Hats off to the Venice Film Festival schedulers. Fully aware that by this stage many of us hardy festival folk are starting to wilt, they made sure to throw in a burst of adrenaline to get the blood pumping again. It certainly worked. As I sat down for the first in an evening double bill, I must admit my mind was elsewhere. That didn’t last long. What’s most surprising is the film chosen for the task.
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The crowds are noticeably thinner now, such is the way with the latter half of film festivals. This is a particular problem for the Venice Film Festival, which tends to top load the first half before losing people to Toronto, the opening of North America’s premier festival overlapping. There can still be gems to find here, of course, but today was not happy hunting.
Veteran Polish director Jerzy Skolimowski kicked things off in the main competition with 11 Minutes, a thriller promising the same event from multiple viewpoints. It delivers, but not with any real degree of success. Skolimowski’s film jumps around with a number of dull stories set in Warsaw, showing meaningless snippets until they all come together for a laughably explosive finalé. It’s makes for a technical masterclass, I’ll give him that. Just not much of a film.
Money may not be everything, but it often makes Hollywood’s world go round. Films have become increasingly expensive to make. Unlike decades past where there was a broad spectrum of low, middle, and high expense productions, each bracket containing a multitude of film genres, today there seems to be a squeezing of the middle, with massive, nine-figure films on one side, and smaller, award bait on the other. Even more tragic is that large budget films are seemingly predictable in what they contain (action, excessive CGI, multiple hour running times) as are smaller films (performance driven, low key, drama heavy).
If you haven’t felt a lack of Charlie Kaufman in your life these past seven years, you need to re-evaluate your priorities. Luckily, the wait is over. The master of internalised anguish and bitingly funny insecurity is back with his first animated feature. Co-directing with Duke Johnson, who oversaw the wonderful stop-motion sequences in Community, and with a number of team members from the show on board, Anomalisa is a desperately sad, intricately clever journey through one middle-aged man’s mental crisis, all shot in gorgeous stop-motion.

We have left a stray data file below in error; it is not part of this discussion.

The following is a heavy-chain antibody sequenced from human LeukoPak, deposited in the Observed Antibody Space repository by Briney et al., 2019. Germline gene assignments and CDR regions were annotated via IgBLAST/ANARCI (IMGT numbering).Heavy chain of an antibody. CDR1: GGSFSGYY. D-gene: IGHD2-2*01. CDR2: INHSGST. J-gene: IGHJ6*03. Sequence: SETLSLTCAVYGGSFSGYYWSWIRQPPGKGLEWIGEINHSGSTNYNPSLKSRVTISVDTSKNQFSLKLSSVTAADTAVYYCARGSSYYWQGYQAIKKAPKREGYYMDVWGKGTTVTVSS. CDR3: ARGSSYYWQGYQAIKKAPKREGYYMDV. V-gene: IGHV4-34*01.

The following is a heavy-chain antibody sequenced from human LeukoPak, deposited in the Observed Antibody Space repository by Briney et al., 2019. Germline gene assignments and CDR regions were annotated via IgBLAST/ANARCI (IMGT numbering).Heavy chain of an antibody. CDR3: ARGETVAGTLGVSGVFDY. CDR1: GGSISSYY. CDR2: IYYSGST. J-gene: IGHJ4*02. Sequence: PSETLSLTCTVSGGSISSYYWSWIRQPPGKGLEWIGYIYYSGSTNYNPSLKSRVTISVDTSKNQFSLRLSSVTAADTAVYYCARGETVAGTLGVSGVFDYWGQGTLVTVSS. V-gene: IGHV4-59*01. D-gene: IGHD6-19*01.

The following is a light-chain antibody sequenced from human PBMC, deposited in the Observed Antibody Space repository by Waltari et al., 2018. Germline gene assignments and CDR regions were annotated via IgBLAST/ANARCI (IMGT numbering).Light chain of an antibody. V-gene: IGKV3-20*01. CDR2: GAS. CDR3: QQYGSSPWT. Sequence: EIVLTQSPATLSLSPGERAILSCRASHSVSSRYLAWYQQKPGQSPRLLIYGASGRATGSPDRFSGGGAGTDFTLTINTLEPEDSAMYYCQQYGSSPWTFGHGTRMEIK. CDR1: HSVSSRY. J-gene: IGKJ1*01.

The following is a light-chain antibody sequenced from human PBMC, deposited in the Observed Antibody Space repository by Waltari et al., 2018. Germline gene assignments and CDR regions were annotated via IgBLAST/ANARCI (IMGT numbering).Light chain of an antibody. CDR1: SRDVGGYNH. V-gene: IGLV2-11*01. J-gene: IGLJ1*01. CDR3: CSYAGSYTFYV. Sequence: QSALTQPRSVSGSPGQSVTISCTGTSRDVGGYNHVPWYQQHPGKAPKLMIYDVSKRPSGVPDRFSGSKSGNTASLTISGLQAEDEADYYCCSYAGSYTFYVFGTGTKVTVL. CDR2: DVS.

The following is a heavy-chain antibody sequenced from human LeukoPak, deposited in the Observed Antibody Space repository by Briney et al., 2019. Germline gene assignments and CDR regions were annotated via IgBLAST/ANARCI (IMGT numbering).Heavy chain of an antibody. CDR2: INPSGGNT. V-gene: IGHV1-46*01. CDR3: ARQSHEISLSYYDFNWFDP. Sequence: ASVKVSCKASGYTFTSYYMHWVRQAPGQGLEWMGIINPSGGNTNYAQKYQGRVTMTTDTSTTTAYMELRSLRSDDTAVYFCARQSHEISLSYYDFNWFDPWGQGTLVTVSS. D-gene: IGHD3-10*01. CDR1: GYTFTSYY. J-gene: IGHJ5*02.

In the sprawling lordly manor of multimillionaire Charles Richmond (Ralph Richardson, looking as he would 20 years later in Greystoke), who gets at least part of his fortune from copper mines and the exploitation of African labor therein, the wheelchair-bound tyrant barks and raves, querulously waving a stick at dogs, servants, managers, and the world. Besides abusing everybody, his only other pleasure is listening to classical music, and it pleases him that people thought Beethoven was a boor too. Everyone silently puts up with him, including his handsome errand boy Anthony (Sean Connery), who’s both his nephew and stepson.
Into this world of privilege and resentment strides Maria Marcello (Gina Lollobrigida), a fiercely proud nurse of Italian peasant stock who doesn’t mind quitting if she’s annoyed. This makes Richmond respect and wish to acquire her, even if it means apologizing and proposing marriage. Anthony has made his own proposal: that she should marry the old coot, inherit his fortune, and kick back a million dollars to Anthony. They can also carry on together.